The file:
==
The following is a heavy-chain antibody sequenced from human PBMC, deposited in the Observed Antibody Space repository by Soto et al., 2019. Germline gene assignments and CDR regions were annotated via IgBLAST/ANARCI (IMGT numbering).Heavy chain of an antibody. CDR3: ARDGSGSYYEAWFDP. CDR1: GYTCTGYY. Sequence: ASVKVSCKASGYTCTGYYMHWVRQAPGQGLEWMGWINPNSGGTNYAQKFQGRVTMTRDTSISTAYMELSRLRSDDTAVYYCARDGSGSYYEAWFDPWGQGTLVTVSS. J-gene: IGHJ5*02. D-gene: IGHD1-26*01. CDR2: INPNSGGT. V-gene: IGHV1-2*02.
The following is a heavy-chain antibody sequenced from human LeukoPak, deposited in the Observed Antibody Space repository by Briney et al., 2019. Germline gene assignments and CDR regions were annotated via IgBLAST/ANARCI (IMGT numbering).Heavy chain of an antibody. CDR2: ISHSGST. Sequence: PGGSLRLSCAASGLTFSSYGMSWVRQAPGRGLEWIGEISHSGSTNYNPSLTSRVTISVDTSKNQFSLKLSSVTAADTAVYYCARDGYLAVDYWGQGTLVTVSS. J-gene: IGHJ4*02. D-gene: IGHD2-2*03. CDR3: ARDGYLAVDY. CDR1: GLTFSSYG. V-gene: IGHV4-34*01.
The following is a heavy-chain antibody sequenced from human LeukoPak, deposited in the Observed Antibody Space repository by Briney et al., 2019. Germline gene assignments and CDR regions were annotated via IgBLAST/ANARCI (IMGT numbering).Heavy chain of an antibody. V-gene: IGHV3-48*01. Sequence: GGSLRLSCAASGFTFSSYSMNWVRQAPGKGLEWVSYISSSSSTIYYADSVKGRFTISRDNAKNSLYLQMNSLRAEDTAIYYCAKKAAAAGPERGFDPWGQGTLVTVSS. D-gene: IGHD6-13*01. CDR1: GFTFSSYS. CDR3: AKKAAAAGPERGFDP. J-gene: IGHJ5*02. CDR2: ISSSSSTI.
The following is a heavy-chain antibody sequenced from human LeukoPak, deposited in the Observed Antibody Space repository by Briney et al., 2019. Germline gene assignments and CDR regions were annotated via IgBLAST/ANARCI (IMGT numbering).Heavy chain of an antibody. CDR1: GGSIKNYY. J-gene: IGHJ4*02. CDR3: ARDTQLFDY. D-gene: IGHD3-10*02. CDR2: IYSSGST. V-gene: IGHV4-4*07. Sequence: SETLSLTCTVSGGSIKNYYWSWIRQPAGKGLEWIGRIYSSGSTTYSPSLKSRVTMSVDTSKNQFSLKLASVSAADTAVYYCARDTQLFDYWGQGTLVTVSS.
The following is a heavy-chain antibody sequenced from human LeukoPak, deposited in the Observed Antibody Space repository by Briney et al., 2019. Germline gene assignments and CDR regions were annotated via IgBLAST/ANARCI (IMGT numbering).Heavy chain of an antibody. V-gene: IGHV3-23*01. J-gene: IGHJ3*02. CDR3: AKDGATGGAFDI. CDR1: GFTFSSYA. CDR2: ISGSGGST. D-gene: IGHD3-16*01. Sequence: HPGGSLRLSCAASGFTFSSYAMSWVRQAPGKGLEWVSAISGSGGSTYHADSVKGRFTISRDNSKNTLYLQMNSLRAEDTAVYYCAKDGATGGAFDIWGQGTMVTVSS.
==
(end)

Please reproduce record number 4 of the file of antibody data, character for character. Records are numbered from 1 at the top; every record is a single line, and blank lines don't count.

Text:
The following is a heavy-chain antibody sequenced from human LeukoPak, deposited in the Observed Antibody Space repository by Briney et al., 2019. Germline gene assignments and CDR regions were annotated via IgBLAST/ANARCI (IMGT numbering).Heavy chain of an antibody. CDR1: GGSIKNYY. J-gene: IGHJ4*02. CDR3: ARDTQLFDY. D-gene: IGHD3-10*02. CDR2: IYSSGST. V-gene: IGHV4-4*07. Sequence: SETLSLTCTVSGGSIKNYYWSWIRQPAGKGLEWIGRIYSSGSTTYSPSLKSRVTMSVDTSKNQFSLKLASVSAADTAVYYCARDTQLFDYWGQGTLVTVSS.